Developmental service agency not a health information custodian

On October 29th, the Information and Privacy Commissioner/Ontario held that an organization operating as service agency under the Services and Supports to Promote the Social Inclusion of Persons with Developmental Disabilities Act is not a health information custodian under the Personal Health Information Protection Act.

The issue of the organization’s status came up in an appeal of its access decision. The organization acted as if subject to PHIPA, but the adjudicator raised its status as a preliminary issue, and ultimately held that PHIPA did not govern the request because the organization was not providing a service for community health “whose primary purpose is the provision of ‘health care’.”

Although the organization both handles medical information in providing its services and contributes to the enhancement of individual health, the IPC held that its primary role is the coordination of service and not the provision of health care. It explained:

[34]      In my view, what is common to each of the six services offered by SCS is SCS’ role as a coordinator for, or link to, a wide range of services offered by third parties to individuals with developmental disabilities and/or autism. It is a role of coordination between these individuals (or their family members) and third-party services, which may include assessing each individual’s needs and/or preferences, and matching them to various types of programs in the community. The effect of the individuals’ participation in those third-party programs may well be that it enhances their health, but that does not transform SCS’ role into one that can be described as having a primary purpose of providing health care. In my view, it would be too broad a reading of “health care” to find that SCS’ primary purpose is the provision of health care.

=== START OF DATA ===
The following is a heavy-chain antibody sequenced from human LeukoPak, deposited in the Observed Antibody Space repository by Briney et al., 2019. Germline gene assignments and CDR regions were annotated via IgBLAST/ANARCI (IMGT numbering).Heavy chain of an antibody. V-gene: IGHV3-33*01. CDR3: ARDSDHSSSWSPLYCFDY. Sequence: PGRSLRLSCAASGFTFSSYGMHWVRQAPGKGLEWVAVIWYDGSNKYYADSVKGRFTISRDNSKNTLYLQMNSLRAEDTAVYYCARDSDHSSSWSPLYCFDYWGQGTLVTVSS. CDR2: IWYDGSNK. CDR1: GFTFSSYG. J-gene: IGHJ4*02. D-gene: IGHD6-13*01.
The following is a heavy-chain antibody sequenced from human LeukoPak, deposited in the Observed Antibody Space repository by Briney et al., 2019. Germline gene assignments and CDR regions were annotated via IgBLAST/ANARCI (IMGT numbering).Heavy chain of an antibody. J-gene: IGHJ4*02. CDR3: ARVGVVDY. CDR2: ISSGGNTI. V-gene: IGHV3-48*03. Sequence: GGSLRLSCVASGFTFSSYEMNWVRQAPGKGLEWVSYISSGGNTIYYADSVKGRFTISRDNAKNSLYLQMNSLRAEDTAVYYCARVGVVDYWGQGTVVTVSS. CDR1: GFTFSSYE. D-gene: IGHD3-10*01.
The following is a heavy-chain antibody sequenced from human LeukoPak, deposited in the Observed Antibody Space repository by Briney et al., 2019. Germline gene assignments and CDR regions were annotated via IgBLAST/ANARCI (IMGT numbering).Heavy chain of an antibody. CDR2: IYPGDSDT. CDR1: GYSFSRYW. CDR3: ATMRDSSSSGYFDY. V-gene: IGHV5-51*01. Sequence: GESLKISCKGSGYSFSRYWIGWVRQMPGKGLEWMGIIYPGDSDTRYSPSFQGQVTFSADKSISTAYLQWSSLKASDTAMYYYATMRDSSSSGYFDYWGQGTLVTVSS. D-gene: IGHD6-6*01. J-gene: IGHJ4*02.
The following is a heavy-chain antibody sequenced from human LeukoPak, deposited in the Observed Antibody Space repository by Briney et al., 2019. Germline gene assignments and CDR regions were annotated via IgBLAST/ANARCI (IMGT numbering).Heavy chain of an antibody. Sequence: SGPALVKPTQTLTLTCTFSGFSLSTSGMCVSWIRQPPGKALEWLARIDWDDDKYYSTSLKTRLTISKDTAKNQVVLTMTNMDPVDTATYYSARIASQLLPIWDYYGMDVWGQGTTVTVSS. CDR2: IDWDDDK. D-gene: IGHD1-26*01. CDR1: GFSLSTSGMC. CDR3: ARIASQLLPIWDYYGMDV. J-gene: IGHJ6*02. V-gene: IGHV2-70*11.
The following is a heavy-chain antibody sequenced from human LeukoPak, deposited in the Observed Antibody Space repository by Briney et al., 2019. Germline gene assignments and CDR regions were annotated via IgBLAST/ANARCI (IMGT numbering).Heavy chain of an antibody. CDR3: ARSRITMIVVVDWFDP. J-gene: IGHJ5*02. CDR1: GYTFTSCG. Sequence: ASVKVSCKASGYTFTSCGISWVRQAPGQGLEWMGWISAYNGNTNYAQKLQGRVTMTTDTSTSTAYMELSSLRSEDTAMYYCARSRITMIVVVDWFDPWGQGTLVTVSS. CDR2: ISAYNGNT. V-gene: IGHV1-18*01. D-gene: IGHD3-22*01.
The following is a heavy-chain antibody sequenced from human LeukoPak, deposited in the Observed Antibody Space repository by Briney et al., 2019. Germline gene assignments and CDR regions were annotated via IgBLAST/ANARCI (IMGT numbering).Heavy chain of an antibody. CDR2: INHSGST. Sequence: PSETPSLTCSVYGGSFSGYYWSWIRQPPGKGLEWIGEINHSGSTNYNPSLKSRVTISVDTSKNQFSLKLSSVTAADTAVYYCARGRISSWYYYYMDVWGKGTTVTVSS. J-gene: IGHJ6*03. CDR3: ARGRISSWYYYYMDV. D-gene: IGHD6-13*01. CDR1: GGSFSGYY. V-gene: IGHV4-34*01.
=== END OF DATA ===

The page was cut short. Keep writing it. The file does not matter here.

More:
[35]      It is true that SCS serves members of the community who have health challenges. The complainant states that these individuals “have other health issues including mental and neurological diagnoses, speech-language impairments and complex health needs often requiring 24 hours supervision.” However, the fact SCS’ client base has health challenges does not mean that SCS’ primary purpose is the delivery of health care. With respect to the status of third party entities to whom SCS refers for services, I am not satisfied that their status is relevant to the question of whether SCS itself is a HIC. Assuming, without deciding, that at least some of those third party entities are HICs under PHIPA, that does not mean that SCS itself, as a coordinating agency, is a HIC.

This is a good reminder that organizations do not become health information custodians merely by handling medical information or by employing regulated health professionals. They must engage in the provision of “health care,” which the IPC has defined narrowly in this decision and others.

Service Coordination Support (Re), 2020 CanLII 85021 (ON IPC).